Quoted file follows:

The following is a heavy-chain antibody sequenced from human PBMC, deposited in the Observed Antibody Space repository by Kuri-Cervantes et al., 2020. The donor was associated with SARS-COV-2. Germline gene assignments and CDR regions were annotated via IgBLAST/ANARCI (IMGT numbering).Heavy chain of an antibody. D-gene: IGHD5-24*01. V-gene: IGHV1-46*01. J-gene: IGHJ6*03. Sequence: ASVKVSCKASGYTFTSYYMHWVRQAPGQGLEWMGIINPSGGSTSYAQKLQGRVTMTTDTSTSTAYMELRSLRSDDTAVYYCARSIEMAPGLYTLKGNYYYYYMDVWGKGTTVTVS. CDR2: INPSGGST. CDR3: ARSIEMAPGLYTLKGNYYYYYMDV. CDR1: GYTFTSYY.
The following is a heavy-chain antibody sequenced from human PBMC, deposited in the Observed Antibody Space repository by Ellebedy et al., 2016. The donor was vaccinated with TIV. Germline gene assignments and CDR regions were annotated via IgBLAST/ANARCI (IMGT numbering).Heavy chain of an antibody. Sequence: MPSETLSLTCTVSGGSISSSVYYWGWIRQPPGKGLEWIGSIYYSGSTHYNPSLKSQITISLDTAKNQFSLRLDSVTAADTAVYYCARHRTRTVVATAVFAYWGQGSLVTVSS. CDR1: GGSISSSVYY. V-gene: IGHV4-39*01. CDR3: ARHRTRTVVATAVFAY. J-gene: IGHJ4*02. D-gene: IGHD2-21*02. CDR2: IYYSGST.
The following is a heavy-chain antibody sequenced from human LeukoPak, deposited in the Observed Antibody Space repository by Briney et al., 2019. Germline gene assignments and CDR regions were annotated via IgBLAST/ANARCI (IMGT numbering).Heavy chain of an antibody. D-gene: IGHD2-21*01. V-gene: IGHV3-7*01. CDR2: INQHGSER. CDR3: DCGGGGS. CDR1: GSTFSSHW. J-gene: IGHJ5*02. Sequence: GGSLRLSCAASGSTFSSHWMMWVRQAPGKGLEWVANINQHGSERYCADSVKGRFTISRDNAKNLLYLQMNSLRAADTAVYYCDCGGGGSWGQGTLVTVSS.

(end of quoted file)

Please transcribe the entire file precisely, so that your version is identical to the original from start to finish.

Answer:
The following is a heavy-chain antibody sequenced from human PBMC, deposited in the Observed Antibody Space repository by Kuri-Cervantes et al., 2020. The donor was associated with SARS-COV-2. Germline gene assignments and CDR regions were annotated via IgBLAST/ANARCI (IMGT numbering).Heavy chain of an antibody. D-gene: IGHD5-24*01. V-gene: IGHV1-46*01. J-gene: IGHJ6*03. Sequence: ASVKVSCKASGYTFTSYYMHWVRQAPGQGLEWMGIINPSGGSTSYAQKLQGRVTMTTDTSTSTAYMELRSLRSDDTAVYYCARSIEMAPGLYTLKGNYYYYYMDVWGKGTTVTVS. CDR2: INPSGGST. CDR3: ARSIEMAPGLYTLKGNYYYYYMDV. CDR1: GYTFTSYY.
The following is a heavy-chain antibody sequenced from human PBMC, deposited in the Observed Antibody Space repository by Ellebedy et al., 2016. The donor was vaccinated with TIV. Germline gene assignments and CDR regions were annotated via IgBLAST/ANARCI (IMGT numbering).Heavy chain of an antibody. Sequence: MPSETLSLTCTVSGGSISSSVYYWGWIRQPPGKGLEWIGSIYYSGSTHYNPSLKSQITISLDTAKNQFSLRLDSVTAADTAVYYCARHRTRTVVATAVFAYWGQGSLVTVSS. CDR1: GGSISSSVYY. V-gene: IGHV4-39*01. CDR3: ARHRTRTVVATAVFAY. J-gene: IGHJ4*02. D-gene: IGHD2-21*02. CDR2: IYYSGST.
The following is a heavy-chain antibody sequenced from human LeukoPak, deposited in the Observed Antibody Space repository by Briney et al., 2019. Germline gene assignments and CDR regions were annotated via IgBLAST/ANARCI (IMGT numbering).Heavy chain of an antibody. D-gene: IGHD2-21*01. V-gene: IGHV3-7*01. CDR2: INQHGSER. CDR3: DCGGGGS. CDR1: GSTFSSHW. J-gene: IGHJ5*02. Sequence: GGSLRLSCAASGSTFSSHWMMWVRQAPGKGLEWVANINQHGSERYCADSVKGRFTISRDNAKNLLYLQMNSLRAADTAVYYCDCGGGGSWGQGTLVTVSS.